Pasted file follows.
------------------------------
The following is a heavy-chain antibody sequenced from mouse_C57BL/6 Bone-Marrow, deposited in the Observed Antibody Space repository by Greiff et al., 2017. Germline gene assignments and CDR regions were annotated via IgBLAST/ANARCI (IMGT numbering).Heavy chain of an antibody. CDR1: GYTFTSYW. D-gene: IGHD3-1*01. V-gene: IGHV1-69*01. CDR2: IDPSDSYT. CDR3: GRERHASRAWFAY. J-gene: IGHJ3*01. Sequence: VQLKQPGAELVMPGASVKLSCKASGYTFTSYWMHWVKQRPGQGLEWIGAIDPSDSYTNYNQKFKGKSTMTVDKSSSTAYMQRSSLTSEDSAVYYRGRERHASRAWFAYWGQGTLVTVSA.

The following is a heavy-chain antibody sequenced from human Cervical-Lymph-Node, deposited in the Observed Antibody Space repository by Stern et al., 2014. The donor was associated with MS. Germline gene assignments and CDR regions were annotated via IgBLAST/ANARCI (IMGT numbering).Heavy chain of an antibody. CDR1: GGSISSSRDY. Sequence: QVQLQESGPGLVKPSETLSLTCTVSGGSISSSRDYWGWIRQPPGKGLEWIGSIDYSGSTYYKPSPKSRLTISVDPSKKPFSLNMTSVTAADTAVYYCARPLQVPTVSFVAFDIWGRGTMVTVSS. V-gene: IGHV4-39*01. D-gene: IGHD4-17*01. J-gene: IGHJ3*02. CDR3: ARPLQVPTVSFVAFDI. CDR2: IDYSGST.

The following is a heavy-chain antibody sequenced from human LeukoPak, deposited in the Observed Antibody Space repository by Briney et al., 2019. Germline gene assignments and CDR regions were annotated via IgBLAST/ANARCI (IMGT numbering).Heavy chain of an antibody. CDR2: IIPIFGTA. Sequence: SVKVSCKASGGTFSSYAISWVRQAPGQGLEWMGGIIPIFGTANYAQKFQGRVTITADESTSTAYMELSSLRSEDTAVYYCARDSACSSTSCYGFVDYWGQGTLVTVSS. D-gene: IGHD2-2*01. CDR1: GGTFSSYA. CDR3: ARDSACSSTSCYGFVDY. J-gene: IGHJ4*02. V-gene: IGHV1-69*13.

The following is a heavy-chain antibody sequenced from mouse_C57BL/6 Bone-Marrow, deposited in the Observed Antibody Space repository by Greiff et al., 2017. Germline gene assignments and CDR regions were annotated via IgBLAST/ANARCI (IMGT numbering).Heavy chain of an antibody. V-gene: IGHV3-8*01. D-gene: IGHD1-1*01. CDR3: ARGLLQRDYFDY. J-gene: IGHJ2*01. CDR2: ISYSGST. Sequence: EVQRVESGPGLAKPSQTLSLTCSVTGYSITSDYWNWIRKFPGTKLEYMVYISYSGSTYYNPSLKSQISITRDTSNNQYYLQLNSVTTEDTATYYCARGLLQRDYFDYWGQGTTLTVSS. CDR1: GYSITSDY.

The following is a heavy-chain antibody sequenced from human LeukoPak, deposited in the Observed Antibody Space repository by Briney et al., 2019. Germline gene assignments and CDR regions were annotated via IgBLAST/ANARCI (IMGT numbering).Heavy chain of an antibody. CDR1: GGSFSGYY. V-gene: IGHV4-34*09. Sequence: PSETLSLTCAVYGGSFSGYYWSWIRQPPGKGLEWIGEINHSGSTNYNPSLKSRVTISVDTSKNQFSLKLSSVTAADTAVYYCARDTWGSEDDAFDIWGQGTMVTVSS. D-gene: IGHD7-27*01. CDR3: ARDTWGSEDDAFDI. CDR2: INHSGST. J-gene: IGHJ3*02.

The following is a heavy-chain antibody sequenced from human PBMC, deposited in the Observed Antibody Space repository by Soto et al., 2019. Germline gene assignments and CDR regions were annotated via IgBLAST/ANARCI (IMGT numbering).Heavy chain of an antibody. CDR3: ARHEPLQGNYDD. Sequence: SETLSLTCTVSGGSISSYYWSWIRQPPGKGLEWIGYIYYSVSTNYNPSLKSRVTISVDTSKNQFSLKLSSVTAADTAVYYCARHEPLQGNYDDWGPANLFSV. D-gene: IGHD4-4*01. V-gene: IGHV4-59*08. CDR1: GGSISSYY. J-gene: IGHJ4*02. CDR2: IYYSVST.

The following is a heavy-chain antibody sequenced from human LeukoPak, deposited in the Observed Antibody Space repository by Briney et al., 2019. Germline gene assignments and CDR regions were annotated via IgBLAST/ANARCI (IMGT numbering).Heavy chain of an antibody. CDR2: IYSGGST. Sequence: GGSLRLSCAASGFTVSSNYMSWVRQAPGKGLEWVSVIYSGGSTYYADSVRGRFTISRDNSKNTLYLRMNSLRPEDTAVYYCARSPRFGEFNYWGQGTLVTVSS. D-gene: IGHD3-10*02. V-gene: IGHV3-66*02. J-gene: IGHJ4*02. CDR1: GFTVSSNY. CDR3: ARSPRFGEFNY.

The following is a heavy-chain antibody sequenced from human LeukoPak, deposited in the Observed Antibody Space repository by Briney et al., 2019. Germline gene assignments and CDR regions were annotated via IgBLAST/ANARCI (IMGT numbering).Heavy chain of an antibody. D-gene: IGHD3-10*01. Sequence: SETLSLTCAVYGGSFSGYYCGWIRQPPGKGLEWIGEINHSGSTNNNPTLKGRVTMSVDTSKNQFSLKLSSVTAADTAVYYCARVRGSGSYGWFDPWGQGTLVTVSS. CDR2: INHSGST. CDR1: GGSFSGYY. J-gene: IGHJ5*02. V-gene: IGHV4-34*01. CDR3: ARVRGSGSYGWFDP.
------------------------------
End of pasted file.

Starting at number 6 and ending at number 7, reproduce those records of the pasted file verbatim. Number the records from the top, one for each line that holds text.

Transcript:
The following is a heavy-chain antibody sequenced from human PBMC, deposited in the Observed Antibody Space repository by Soto et al., 2019. Germline gene assignments and CDR regions were annotated via IgBLAST/ANARCI (IMGT numbering).Heavy chain of an antibody. CDR3: ARHEPLQGNYDD. Sequence: SETLSLTCTVSGGSISSYYWSWIRQPPGKGLEWIGYIYYSVSTNYNPSLKSRVTISVDTSKNQFSLKLSSVTAADTAVYYCARHEPLQGNYDDWGPANLFSV. D-gene: IGHD4-4*01. V-gene: IGHV4-59*08. CDR1: GGSISSYY. J-gene: IGHJ4*02. CDR2: IYYSVST.

The following is a heavy-chain antibody sequenced from human LeukoPak, deposited in the Observed Antibody Space repository by Briney et al., 2019. Germline gene assignments and CDR regions were annotated via IgBLAST/ANARCI (IMGT numbering).Heavy chain of an antibody. CDR2: IYSGGST. Sequence: GGSLRLSCAASGFTVSSNYMSWVRQAPGKGLEWVSVIYSGGSTYYADSVRGRFTISRDNSKNTLYLRMNSLRPEDTAVYYCARSPRFGEFNYWGQGTLVTVSS. D-gene: IGHD3-10*02. V-gene: IGHV3-66*02. J-gene: IGHJ4*02. CDR1: GFTVSSNY. CDR3: ARSPRFGEFNY.